Having only recently re-joined the JLA in order to lead it, Batman is about to face as stern a test as you could wish for outside of nine rounds with Darkseid.
It shouldn’t be quite this dangerous to go hunting in Maine, but, when you add in falling satellites to an area already made famous by writers like Stephen King and H P Lovecraft, I guess a few fatalities are only to be expected. We open the issue with a glorious splash page from Luke McDonnell and Bill Wray which is accompanied by the kind of portentous third person narration 80s comics are all about. Of particular note is the sentence “Unseen by the radar of two nations, molten at temperatures hot enough to vaporise flesh and blood, changing direction as if guided by some invisible force, it hurtles to ground in a remote wilderness: the once-elegant remains of the Justice League satellite.” A triumvirate of fronted adjectivals; powerful words like “molten”, “hurtles” and “vaporise”; a colon: this sentence is perhaps the epitome of dramatic comics narration. The art it refers to is luridly, gloriously straightforward; the glowing embers of the wrecked satellite (it’s been in that condition for about twenty issues at this point) smash into the ground sending, in the foreground, trees flying. A bolder opening to a comic it is hard to imagine.
It’s followed by a scene set the next morning in which a hunter (all double chin, moustache, bandana and lifesaver jacket) and his dog are transfixed by some sort of energy beam that renders them a pair of silhouetted skeletons loosely surrounded by a magenta glow. This beam, of course, comes from Despero and it is painful. At one point during his interrogation of the unnamed hunter, Despero bemoans the fact that the man’s “pain and fear” are blocking his thoughts. Best turn off the torture ray then, eh, Despero? You’d have thought so, but, no, it’s just the cue for Despero to take the information he wants (Justice League-specific information) from the man’s mind directly, dissolving his physical form in the process.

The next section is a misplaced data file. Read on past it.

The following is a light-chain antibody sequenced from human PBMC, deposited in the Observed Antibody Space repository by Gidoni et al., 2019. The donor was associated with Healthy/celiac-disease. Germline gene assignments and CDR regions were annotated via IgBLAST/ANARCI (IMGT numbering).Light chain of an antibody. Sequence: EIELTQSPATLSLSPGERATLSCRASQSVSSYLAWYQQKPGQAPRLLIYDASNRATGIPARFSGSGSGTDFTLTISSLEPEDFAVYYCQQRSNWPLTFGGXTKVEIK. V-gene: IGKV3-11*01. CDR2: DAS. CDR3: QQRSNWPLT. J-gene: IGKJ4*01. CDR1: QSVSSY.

This is, to say the least… unsettling. Well, for the reader at least. Despero is just interested in the information and, having determined that the League that sentenced him to Takron-Galtos is gone and that a new League has taken its place, he decides to take his revenge on the newcomers. Because a somewhat unjust revenge is better than no revenge at all, obviously.
At this point, you might expect the narrative to shift to the unwitting objects of Despero’s ire, but you’d be mistaken. Gerry Conway’s got a number of plates a-spinning and, with one eye on a plotline that’s not going to reach its conclusion for another few issues, he teases us with a three page interlude featuring Zatanna, who we last saw naked and strapped to a device that was extracting her DNA in order to pass her powers on to the enigmatic ‘Adam’. In this section, Zatanna manages, despite the pain band around her head making it impossible to focus properly, to get out of bed and walk down a hallway towards a laboratory where Adam is undergoing some sort of process to make him more magically powerful. Zatanna is intercepted by her former tenant Sheri and some other acolytes of Adam, one of whom slams her against the wall thus rendering her, once again, unconscious. The sequence is nicely paced and does a good job of building up a sense of threat for Zatanna personally and the League more generally. Plus, charismatic cult leaders who experiment on themselves are always interesting.